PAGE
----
OlliOlli 2 is just about as good as it can be. Striking that balance between keeping what works, streamlining what is there, and adding new content is tricky, but developer Roll7 did exactly what needed to be done to ensure OlliOlli 2 was the definitive OlliOlli experience. The tiny additions like ramps and a new graphical style deserve props but reverts and manuals drastically better the game by adding an abundance of new strategies. OlliOlli 2’s best features are being simple, deep, and replay-able, which make it a fantastic arcade-y skateboarding game, and the ultimate portable experience. Tony Hawk should be jealous.

Perfect!:

+Girthy amount of content
+Intuitive trick system is easy to immediately grasp but has layers of depth for differing skillsets
+Pretty, minimalistic visual style and catchy soundtrack

Sketchy:

-Some levels require some memorization

olliolli2 score

The Teardown: Metro: Last Light: Redux

Platforms: PS4, Xbox One, PC
Release Date: August 26, 2014
Average Scores: 83, 84, 84

I saw the Gamefly envelope resting on my bed and my heart sank into my gut (which could have been Doritos-flavored Mountain Dew now that I think about it). I had one thought: “Fuck. This better not be another Ninja Gaiden game.”

It could have been My Little Pony Sim 2014 or “Game of the Century” Cory in the House, one of which is a real game; I did not care. Just not another Ninja Gaiden game, please. Thankfully, I was greeted with this on my PS4 dashboard upon inserting the mystery disc:

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No more garbage combat. No more cringeworthy stories with awful one-liners. I was free.

Well, not entirely free. I still had Metro: Last Light: Redux to play… again. I had already suffered through the regular version of Metro: Last Light last year, but Ukranian developer 4A Games had the bright idea of remastering this “classic” to reach a new audience on new consoles with prettier visuals.

But no one was complaining that Metro looked like hot street trash. Hell, not many were even complaining about Metro at all. To my surprise, Metro was met with great reviews and decorated with awards from the media and fans alike.

It looks great and knows how to set a mood – I will give it that – but playing it was more frustrating that riding an actual metro in San Francisco. However, it did have the same amount of brown coat-wearing drunk white dudes. A mere coincidence, probably.

Moving on.

Metro tosses you into a myriad of narrow tunnels, each filled with more things to shoot than the last. The problem is that sneaking or shooting through these situations is always a headache. Stealth sucks because of the shoddy enemy intelligence. They are either brain dead stupid or hyper intelligent super soldiers. Or, to break this down more: all human enemies possess the mind of Stephen Hawking or the mobility of Stephen Hawking. There is no middle ground.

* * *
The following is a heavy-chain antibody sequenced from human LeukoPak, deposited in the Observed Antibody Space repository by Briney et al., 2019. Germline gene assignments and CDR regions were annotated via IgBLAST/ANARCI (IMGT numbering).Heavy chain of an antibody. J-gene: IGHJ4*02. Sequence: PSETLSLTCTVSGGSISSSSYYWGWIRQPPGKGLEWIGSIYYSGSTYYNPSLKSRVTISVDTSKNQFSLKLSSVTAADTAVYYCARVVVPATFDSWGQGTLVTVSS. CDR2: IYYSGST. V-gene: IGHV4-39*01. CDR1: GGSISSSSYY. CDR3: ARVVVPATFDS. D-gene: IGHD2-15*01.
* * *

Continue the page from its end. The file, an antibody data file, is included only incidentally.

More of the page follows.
Just get a rib removed, dude. It makes it way easier.
Just get a rib removed, dude. It makes it way easier.

The mutated freaks, which I can just assume is what most Russian men look like when they do not get their hourly vodka shots, take home the grand prize in being generally about as pleasant as putting a toothpick under your big toe and kicking the nearest wall. They will sprint right up in your grill and mosh like some metal heads, lopping off large amounts of health and even larger amounts of patience. Escaping is not an option because backpedaling makes the main character, Artyom, move at half his normal speed. So the most natural movement that someone would use when confronted by horribly disfigured beasts is significantly hamstrung when you need it most. It does not make a lick of sense.

In a game where you can shoot dog-size bears and bear-sized dogs, this is what made the least amount of sense: not being able to move at a consistent speed. When the playing part of your video game sucks, that is not a good sign. However, the nearly-transparent strokes of a well-made game are in the periphery but lost in the thick, burnt weeds of the nuked-out landscape of stupid design decisions.

It is beautiful in its ugliness - I will cop to that.
It is beautiful in its ugliness – I will cop to that.

But maybe I am just ignorant to this whole game’s message. Maybe this is just how Russia operates. Maybe this game was an accurate representation of day-to-day Russian life: it is frustrating, filled with awkward sexual encounters, and dangerous to explore the irradiated surface without a gas mask. Maybe it is a just another reminder of how awesome America is. You know a good post-apocalyptic game? The Last of Us. You know where it takes place? America. That is no coincidence. Suck it, Putin. I am putin you, your country, and your country’s representative game in its place: back in the mail and to Gamefly’s headquarters because I am not ever playing this game again.